The problem is the following:
The steadystate voltage drop between the load and the sending end of the line is excessive. A capacitor is placed in parallel with the 250 kVA load and is adjusted until the steadystate voltage at the sending end of the line has the same magnitude as the voltage at the load end, that is 2500 V (rms). The 250 kVA load is operating at a power factor of 0.96 lag. Calculate the size of the capacitor in μF if the circuit is operating at 60 Hz.
I attached a picture of the circuit. Resistor is 1 Ω and inductor's impedance is 8j Ω.
I spent more than 2 hours on this problem and still I cannot figure out the solution.
First of all, I think the wording is unclear. What exactly does this part mean: "[The capacitor] is adjusted in until the steadystate voltage at the sending end of the line has the same magnitude as the voltage at the load end"?
Which exactly is the load end and which is the line end? If the two ends have the same voltage, doesn't this mean that the voltage across the load is zero?
Anyway, this is what I've done so far:
A power factor of 0.96 yields an angle θ = 16 degrees.
I supposed that after adding the capacitor, the voltage across the load becomes \[\tilde{V}_{L}\] = 2500\[\angle\]0.
(I use the ~ accent for the rms value.)
I found the complex power \[S = 250\angle 16\] kVA using θ.
Then using \[S = \frac{\tilde{V}_L^2}{Z_L}\] I calculate the impedance of the load \[Z_L = 25 \angle (16)\].
I plugged this in the equation for the equivalent load impedance after adding the capacitor: \[Z_{eq} = \frac{Z_C Z_L}{Z_C + Z_L}\] (since we know f = 60 Hz, we can find ω and from that \[Z_C\]).
So I found one expression for \[Z_e_q\] with C in it.
I also know that, using voltage divider, \[\tilde{V}_L' = \frac{Z_e_q}{Z_e_q + Z_a_b} \tilde{V}s,\] where \[Z_a_b\] is the equivalent impedance of the resistor and the inductor.
So here's one problem. We are not given a value for \[\tilde{V}_s\]. So I assumed it is just known.
From this equation I solved for \[Z_e_q\] and found an expression with no C in it.
So I equated the two expressions for \[Z_e_q\] and tried to solve for C, but a very messy expression came out, and I didn't even try to continue... I have feeling that C is going to be a phasor!
So, what went wrong? Thank you very much for your help.
The steadystate voltage drop between the load and the sending end of the line is excessive. A capacitor is placed in parallel with the 250 kVA load and is adjusted until the steadystate voltage at the sending end of the line has the same magnitude as the voltage at the load end, that is 2500 V (rms). The 250 kVA load is operating at a power factor of 0.96 lag. Calculate the size of the capacitor in μF if the circuit is operating at 60 Hz.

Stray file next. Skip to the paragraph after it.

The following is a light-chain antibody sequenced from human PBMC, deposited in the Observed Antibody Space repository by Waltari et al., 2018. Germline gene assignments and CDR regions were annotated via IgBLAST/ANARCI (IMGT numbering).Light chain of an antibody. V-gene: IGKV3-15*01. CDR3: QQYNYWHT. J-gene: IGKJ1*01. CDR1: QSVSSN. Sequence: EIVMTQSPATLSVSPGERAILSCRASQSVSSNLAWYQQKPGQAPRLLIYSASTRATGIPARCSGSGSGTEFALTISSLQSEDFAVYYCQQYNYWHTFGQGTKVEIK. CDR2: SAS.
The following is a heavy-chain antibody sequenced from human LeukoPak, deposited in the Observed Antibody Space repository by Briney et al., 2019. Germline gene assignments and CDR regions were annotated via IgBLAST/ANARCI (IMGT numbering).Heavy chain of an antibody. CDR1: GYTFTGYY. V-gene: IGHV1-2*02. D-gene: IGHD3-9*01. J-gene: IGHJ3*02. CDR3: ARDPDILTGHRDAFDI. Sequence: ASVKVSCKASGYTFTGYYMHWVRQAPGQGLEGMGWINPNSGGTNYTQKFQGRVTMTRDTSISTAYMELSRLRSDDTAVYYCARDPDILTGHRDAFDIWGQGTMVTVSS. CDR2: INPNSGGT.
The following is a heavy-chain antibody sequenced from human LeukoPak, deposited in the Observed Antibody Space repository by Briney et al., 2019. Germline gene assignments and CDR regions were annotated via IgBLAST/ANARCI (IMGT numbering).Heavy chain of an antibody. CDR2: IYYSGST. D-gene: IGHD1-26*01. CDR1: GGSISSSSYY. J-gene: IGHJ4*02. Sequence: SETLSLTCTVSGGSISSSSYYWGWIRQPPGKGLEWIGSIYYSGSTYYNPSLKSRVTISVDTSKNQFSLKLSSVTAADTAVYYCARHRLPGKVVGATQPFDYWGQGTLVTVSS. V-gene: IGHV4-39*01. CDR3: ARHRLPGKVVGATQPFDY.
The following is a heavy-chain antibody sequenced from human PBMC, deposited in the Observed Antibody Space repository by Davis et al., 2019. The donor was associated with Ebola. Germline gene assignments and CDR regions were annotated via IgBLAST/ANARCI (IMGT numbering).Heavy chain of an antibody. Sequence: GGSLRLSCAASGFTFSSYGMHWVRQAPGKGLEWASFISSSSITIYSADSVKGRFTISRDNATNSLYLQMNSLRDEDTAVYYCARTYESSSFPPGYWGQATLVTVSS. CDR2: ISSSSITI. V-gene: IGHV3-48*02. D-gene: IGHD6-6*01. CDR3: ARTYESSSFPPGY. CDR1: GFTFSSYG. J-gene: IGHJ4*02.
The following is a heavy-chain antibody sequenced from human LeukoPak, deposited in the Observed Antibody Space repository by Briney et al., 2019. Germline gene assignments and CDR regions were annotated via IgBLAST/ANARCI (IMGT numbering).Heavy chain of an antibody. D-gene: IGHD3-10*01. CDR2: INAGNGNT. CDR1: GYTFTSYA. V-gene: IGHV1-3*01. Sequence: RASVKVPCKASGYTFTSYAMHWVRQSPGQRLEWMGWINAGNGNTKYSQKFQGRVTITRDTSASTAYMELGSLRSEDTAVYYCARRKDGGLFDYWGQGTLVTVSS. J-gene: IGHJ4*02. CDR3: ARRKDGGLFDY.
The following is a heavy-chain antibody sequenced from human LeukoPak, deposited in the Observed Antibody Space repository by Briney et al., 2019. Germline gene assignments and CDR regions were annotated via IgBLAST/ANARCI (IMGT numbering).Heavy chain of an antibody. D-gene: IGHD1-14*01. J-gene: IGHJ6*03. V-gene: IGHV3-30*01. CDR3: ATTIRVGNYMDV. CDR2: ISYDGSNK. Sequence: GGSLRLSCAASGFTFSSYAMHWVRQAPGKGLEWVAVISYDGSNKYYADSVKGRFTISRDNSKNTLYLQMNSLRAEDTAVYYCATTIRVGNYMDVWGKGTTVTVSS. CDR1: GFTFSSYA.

I attached a picture of the circuit. Resistor is 1 Ω and inductor's impedance is 8j Ω.
I spent more than 2 hours on this problem and still I cannot figure out the solution.
First of all, I think the wording is unclear. What exactly does this part mean: "[The capacitor] is adjusted in until the steadystate voltage at the sending end of the line has the same magnitude as the voltage at the load end"?
Which exactly is the load end and which is the line end? If the two ends have the same voltage, doesn't this mean that the voltage across the load is zero?
Anyway, this is what I've done so far:
A power factor of 0.96 yields an angle θ = 16 degrees.
I supposed that after adding the capacitor, the voltage across the load becomes \[\tilde{V}_{L}\] = 2500\[\angle\]0.
(I use the ~ accent for the rms value.)
I found the complex power \[S = 250\angle 16\] kVA using θ.
Then using \[S = \frac{\tilde{V}_L^2}{Z_L}\] I calculate the impedance of the load \[Z_L = 25 \angle (16)\].
I plugged this in the equation for the equivalent load impedance after adding the capacitor: \[Z_{eq} = \frac{Z_C Z_L}{Z_C + Z_L}\] (since we know f = 60 Hz, we can find ω and from that \[Z_C\]).
So I found one expression for \[Z_e_q\] with C in it.
I also know that, using voltage divider, \[\tilde{V}_L' = \frac{Z_e_q}{Z_e_q + Z_a_b} \tilde{V}s,\] where \[Z_a_b\] is the equivalent impedance of the resistor and the inductor.
So here's one problem. We are not given a value for \[\tilde{V}_s\]. So I assumed it is just known.
From this equation I solved for \[Z_e_q\] and found an expression with no C in it.
So I equated the two expressions for \[Z_e_q\] and tried to solve for C, but a very messy expression came out, and I didn't even try to continue... I have feeling that C is going to be a phasor!
So, what went wrong? Thank you very much for your help.
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